A Yogi’s Take on Plantar Faciitis Prevention

Plantar Faciitis is no joke! Do lots of stretching and yoga to prevent it.

Plantar Faciitis is no joke! Do lots of stretching and yoga to prevent it.

If you, or anyone you know, has dealt with plantar faciitis, you know it is not to be taken lightly. The facia is a thin band of fibrous tissue between muscles. Plantar faciitis is an inflammation of the plantar facia of the foot. As runners, we spend a lot of time on our feet and are particularly susceptible to plantar faciitis. Most people with plantar faciitis have pain in the heel of foot and describe it as a stabbing feeling that is especially bad in the mornings and after prolonged standing (or running). Like many overuse injuries, plantar faciitis can sideline your running career for a long time. There is no quick fix for this, and it can take from months to years to rehabilitate. So, what are we going to do to prevent it? …YOGA! Plantar faciitis often comes on from tightness of the calf and achilles tendon, which are two areas that are notoriously tight on runners. These are also areas that are easily taken care of by a few yoga postures. I’m going to touch on a few postures you can do at home that are great prevention and relief for plantar faciitis.

Downward Facing Dog Pose

Start by coming to your hands and knees. Place your hands one hand length forward, spread out your fingers and lift the knees up. Press your chest toward your thighs and lift your seating bones up. The knees can be bent, especially if you are not warmed up. Try to drop your heels towards the ground (don’t worry if they don’t make it). Start by peddling the feet and trying to straighten one leg at a time, while bending the opposite a little deeper. After a few breaths, you may find that you can straighten the legs fully. If you get tired, go to hands and knees to rest, and once ready come back to downward dog pose.

Downward Facing Dog: Make sure that the seating bones are lifted and the hands are shoulder width apart. You knees can be bent. Try to draw down through the heels.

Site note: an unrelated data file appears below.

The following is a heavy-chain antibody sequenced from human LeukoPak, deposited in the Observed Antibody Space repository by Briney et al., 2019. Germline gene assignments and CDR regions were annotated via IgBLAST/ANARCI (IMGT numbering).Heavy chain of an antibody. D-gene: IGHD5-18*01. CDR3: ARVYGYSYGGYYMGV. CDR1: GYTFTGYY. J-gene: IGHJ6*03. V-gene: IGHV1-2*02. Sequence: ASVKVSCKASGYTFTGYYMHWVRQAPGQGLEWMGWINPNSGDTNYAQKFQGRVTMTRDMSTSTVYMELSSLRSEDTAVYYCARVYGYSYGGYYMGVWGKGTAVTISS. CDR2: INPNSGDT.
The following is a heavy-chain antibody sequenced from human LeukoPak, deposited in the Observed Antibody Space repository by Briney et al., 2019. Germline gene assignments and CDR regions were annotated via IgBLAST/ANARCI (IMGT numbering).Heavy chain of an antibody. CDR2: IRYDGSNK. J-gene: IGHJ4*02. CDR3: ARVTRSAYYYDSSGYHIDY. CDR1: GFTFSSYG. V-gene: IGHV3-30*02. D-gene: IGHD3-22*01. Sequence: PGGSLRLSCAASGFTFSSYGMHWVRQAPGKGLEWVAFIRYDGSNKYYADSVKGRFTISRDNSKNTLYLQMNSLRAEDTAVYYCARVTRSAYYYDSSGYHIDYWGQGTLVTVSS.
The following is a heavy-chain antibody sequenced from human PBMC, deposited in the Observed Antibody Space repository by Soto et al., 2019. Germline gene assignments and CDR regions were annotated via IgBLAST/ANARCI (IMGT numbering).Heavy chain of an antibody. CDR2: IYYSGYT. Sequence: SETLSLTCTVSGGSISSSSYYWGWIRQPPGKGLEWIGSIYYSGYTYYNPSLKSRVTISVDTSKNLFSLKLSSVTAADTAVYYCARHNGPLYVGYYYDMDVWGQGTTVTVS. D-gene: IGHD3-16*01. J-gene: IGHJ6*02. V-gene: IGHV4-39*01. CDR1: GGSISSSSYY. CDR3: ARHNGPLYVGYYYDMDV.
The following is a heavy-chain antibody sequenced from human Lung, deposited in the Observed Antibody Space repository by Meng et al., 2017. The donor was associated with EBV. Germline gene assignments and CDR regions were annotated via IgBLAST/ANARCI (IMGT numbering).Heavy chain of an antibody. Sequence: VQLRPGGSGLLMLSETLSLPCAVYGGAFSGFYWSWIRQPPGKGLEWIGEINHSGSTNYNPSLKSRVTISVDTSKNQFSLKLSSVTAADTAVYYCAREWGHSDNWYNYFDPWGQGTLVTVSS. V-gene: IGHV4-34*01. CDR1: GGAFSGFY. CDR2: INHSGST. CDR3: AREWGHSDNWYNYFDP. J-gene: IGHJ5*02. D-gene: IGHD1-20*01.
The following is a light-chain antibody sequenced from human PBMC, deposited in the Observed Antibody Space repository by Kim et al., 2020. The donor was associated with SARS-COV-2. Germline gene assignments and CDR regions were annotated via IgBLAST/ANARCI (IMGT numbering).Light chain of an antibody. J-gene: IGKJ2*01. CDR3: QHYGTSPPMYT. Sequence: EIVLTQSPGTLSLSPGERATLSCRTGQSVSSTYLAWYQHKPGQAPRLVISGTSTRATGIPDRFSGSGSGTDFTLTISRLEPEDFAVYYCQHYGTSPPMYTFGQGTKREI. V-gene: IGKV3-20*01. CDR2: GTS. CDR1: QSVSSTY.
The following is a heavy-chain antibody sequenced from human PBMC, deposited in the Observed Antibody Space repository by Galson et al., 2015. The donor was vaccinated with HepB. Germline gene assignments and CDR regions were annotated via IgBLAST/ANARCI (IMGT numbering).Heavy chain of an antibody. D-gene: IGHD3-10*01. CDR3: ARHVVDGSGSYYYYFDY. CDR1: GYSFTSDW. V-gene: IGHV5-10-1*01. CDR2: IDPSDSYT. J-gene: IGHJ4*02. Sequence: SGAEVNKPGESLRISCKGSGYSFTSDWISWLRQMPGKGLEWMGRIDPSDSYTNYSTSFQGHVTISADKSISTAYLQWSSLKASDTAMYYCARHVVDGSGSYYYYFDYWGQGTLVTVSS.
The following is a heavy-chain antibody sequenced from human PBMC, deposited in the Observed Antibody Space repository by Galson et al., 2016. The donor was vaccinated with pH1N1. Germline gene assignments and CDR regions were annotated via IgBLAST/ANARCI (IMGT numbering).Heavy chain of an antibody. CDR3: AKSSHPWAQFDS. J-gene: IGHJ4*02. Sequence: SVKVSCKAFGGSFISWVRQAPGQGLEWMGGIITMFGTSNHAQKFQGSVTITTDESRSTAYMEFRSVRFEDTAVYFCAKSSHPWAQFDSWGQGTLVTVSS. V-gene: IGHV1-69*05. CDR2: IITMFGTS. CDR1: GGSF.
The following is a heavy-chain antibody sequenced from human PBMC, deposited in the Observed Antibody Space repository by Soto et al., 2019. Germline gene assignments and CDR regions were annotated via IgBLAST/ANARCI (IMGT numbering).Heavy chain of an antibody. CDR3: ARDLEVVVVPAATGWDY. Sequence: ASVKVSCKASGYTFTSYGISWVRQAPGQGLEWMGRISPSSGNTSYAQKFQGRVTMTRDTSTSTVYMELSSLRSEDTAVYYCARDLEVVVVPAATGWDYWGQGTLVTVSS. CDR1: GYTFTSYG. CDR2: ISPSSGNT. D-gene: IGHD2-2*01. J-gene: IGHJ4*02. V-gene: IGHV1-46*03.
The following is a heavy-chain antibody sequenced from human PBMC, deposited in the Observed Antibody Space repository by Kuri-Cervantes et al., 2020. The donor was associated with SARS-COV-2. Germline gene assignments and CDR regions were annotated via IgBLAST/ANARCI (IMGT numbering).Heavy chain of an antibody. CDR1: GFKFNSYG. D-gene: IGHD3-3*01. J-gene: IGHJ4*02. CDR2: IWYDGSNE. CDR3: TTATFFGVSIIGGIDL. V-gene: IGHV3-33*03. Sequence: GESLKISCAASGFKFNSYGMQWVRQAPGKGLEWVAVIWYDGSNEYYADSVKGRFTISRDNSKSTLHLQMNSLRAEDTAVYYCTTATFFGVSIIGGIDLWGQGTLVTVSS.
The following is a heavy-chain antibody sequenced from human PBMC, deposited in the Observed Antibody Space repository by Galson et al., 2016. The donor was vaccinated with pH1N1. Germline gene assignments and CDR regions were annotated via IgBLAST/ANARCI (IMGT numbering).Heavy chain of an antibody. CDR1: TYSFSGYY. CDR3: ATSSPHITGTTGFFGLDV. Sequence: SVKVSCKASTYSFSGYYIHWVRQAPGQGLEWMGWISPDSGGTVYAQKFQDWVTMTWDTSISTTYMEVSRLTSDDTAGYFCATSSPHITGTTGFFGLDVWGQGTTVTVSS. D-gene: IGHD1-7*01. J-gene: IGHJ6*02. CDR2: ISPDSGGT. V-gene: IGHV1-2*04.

Downward Facing Dog: Make sure that the seating bones are lifted and the hands are shoulder width apart. You knees can be bent. Try to draw down through the heels.

Once you are comfortable with the posture, try coming to your toes by lifting the heals off the ground as high as you can and then drop the heels back down to the mat. Try this a few times with the breath and notice if your heels are able to make it a little closer to the ground.

Runner’s Lunge & Crescent Lunge

You may need blocks or two stacks of books on each side of you for this posture. Come to runner’s lunge by starting on your hands and knees. Step your right foot forward in between the hands (make sure that it is all the way forward and that the knee is stacked above your ankle). Then, bring your left knee back a few inches and tuck your left toes under. If you need blocks, place each hand on a block. Lift up your chest and try to get your back straight. Take a moment here to feel the posture. Then, try to bring your right hip back and your left hip forward and straighten your back leg. Press into your left foot a little and notice the sensation in your foot and in the back of your leg.

Runner's Lunge: Keep your knee above our behind the ankle. Make sure that it never comes forward of the ankle. Try to press into your heel and draw the back hamstring up. Lengthen the spine.

Runner’s Lunge: Keep your knee above our behind the ankle. Make sure that it never comes forward of the ankle. Try to press into your heel and draw the back hamstring up. Lengthen the spine.